Holder sees racism in Zimmerman Martin shooting

Neil Munro White House Correspondent
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The nation’s top law-enforcement officer told an African-American sorority Monday that he would lead an effort to change Americans’ beliefs and judgments about race, following George Zimmerman’s Sunday acquittal in the 2012 shooting of Trayvon Martin.

Attorney General Eric Holder blamed racial attitudes for the killing.

“We are resolved, as you are, to combat violence involving or directed at young people, to prevent future tragedies, and to deal with the underlying attitudes, mistaken beliefs and stereotypes that serve as the basis for these too-common incidents,” Holder told the long-scheduled meeting of the Delta Sigma Theta sorority.

Martin was a 17 year-old black youth in Florida.

“I believe that this tragedy provides yet another opportunity for our nation to speak honesty about the complicated and emotionally charged issues that this case has raised,” Holder said, while pointing his finger for emphasis.

“We must not, as we have too often in the past, let this opportunity pass,” he said, reminding listeners of the episode in 2009 when he called Americans “a nation of cowards” for not talking about race in the way he wished.

However, Holder did not use the speech as an opportunity to explain beliefs that he believes are mistaken, nor to offer data that shows suspect attitudes and stereotypes are either commonplace or incorrect.

Holder was appointed as the nation’s chief law enforcement officer in 2009 by President Barack Obama.

Holder’s effort to blame racial misunderstanding for the initial shooting is unjustified, said several lawyers.

“State prosecutors… tried to prove that throughout their entire case and there was no evidence of it,” said Hans Von Spakovsky, a former justice department lawyer now at the centrist Heritage Foundation.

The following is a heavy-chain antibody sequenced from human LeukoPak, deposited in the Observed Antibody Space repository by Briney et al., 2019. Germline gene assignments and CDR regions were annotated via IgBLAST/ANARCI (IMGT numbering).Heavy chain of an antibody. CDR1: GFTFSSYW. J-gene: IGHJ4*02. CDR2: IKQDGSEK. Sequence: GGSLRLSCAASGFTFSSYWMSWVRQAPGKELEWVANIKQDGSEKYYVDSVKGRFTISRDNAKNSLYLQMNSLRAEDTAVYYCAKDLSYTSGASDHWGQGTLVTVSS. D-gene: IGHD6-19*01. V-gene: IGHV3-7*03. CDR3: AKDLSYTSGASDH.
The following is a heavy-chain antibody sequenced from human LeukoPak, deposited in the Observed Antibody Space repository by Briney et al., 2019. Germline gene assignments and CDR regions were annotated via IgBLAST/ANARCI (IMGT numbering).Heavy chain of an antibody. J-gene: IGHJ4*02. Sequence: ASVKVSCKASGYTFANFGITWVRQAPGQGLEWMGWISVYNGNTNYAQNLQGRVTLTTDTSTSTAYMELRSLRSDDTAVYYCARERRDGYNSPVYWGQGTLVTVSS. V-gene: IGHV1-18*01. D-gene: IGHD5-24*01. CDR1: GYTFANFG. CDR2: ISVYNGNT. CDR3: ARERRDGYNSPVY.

“The jury didn’t buy it,” he told the The Daily Caller.

Moreover, “FBI reports are now also out in the public domain and the FBI itself admitted there was no racial animus,” he added.

“The Sanford Police Department did not indicate race was a factor when they were originally investigating the case,” Ron Christie, a lawyer and a former official in President George W. Bush’s White House, told TheDC.

“There’s zero evidence that for Zimmerman…race was a motivation,” said Tom Fitton, president of the civil rights law firm Judicial Watch, adding that there is even some evidence suggesting Zimmerman had no racial animus.

Zimmerman’s mother is Hispanic, but he is routinely described in media reports as “white,” or a “white Hispanic.”

Holder used this speech to suggest repeatedly that “the tragic, unnecessary shooting death of Trayvon Martin” was caused by racial attitudes, and promised the African-American audience that he would take additional action.

“We are cognizant of the fact that the state trial reached its [not guilty] conclusion over the weekend,” he said. “The Justice Department shares your concern, I share your concern, and as we first acknowledged last spring, we have opened an investigation into this matter.”

“I want to assure you that the department will continue to act in a manner that is consistent with the facts and he law,” Holder said. “We are committed to stand with the people of Sanford [in Florida], with the individuals and families affected by this incident, and with our state and local partners in order to alleviate tensions, to address community concerns and to promote healing.”

Holder did not say he would defend the safety or civil rights of Zimmerman, who is facing numerous death threats.

“There are a number of activists, like Holder, Al Sharpton, and frankly the president, who want to view all concerns like this through race and racial grievances,” said Fitton.

“They have a right to their personal view,” he said, but not “to promote that ideology through the Justice Department and prosecutions.”

“Is the Justice Department an agency that the American people can have confidence in that will fairly administer the law?” “The answer to that, based on we’re seeing and what we’ve seen, is No,” Fitton told TheDC.

“You have to wonder who is running the Justice Department,” Fitton said.

“Al Sharpton or Eric Holder? And does it make it make a difference?


Caitlin McClure contributed to this story.

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